Checking In

It may be a luxe boutique hotel with a first-rate restaurant. But 21c Museum Hotel is all about the art.

Photograph by Ryan Kurtz

Art is everywhere at  the new 21c Museum Hotel in downtown Cincinnati. No matter where you go—the elevators, the roof, the meeting rooms, even the lobby bathroom—you’ll find it. Or it will find you.

Glance down as you slurp water from the first floor drinking fountain and you’ll see Healing Tiles, an interactive floor projection by Boston artist Brian Knep. When a guest steps on a tile’s glowing, amoeba-like pattern, it breaks apart, then “heals” itself into a different shape, leaving a record of a visitor’s footfall. Or peer into the solarium—a seven-story glass-and-brick interior light well—as you head to your room and, no matter which floor you’re on, you’ll get a glimpse of the three enormous (they hang nearly floor to ceiling) glowing tapestries of woven fiber optic threads and LEDs by Danish artist Astrid Krogh. In the hotel’s chic Metropole restaurant you’ll be confronted by the brooding, intricate woodcut prints and animation that make up The Jackleg Testament, a retelling of the Adam and Eve story by Cincinnati artist, composer, and musician Jay Bolotin. Total immersion is the hotel’s raison d’être, says Alice Gray Stites, chief curator and director of art programming for 21c Museum Hotels. “The mission of 21c is to integrate contemporary art into everyday life,” she says. “The founders, Laura Lee Brown and Steve Wilson, believe strongly that art should be a part of everyone’s life and that people should encounter it wherever they go.”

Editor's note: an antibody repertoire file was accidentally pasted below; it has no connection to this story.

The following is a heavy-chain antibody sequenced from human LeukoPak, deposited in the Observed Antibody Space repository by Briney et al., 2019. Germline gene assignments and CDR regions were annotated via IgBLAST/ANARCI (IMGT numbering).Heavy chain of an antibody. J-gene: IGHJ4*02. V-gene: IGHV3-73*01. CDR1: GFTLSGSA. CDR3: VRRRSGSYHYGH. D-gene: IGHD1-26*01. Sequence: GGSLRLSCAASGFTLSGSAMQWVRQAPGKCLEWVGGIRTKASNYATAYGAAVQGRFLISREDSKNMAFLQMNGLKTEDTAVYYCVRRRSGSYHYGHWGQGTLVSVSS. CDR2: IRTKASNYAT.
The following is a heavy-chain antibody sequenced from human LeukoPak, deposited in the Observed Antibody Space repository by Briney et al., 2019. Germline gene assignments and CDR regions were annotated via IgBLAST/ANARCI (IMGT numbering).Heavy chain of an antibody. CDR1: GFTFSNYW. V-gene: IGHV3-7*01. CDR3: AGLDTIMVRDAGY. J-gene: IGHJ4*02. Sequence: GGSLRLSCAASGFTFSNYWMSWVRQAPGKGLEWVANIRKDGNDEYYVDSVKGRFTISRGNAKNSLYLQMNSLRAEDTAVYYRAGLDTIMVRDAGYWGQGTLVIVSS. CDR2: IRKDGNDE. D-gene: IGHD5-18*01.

Brown and Wilson opened the first 21c in 2006 in a series of redesigned 19th century warehouses in Louisville. The couple was committed to protecting Kentucky farmland from suburban sprawl and decided that helping to revitalize the urban core of their hometown was a good first step. They had also amassed a considerable collection of contemporary art and wanted to share it with the public.

Since then, their hotel-museum in Louisville has been showered with accolades. Condé Nast Traveler’s Reader’s Choice Awards ranked it the best hotel in America in 2009 and 2010 and the best hotel in the South in 2012. And it has burnished Louisville’s reputation as a destination for conventions and leisure travelers. It’s a unique draw, says Jim Wood, president and CEO of the Louisville Convention and Visitors Bureau. “Cincinnati is very, very fortunate to be getting a 21c hotel,” he notes.

Why Cincinnati? Wilson and Brown liked that the location was near both the Aronoff Center for the Arts and the Contemporary Arts Center. That, coupled with Cincinnati’s already strong art scene, convinced them that a 21c could be a success here. In 2009, Cincinnati Center City Development Corporation (3CDC) purchased the Metropole Hotel and worked with 21c to secure financing for roughly $58 million worth of renovations, which included traditional loans, a $2.5 million grant, and state and federal tax credits. The acquisition of the Metropole building—which had been housing low-income residents for years—was not without controversy (see Cedric Rose’s profile of homeless advocate Josh Spring on page 62). But that never dimmed local leaders’ enthusiasm for the project.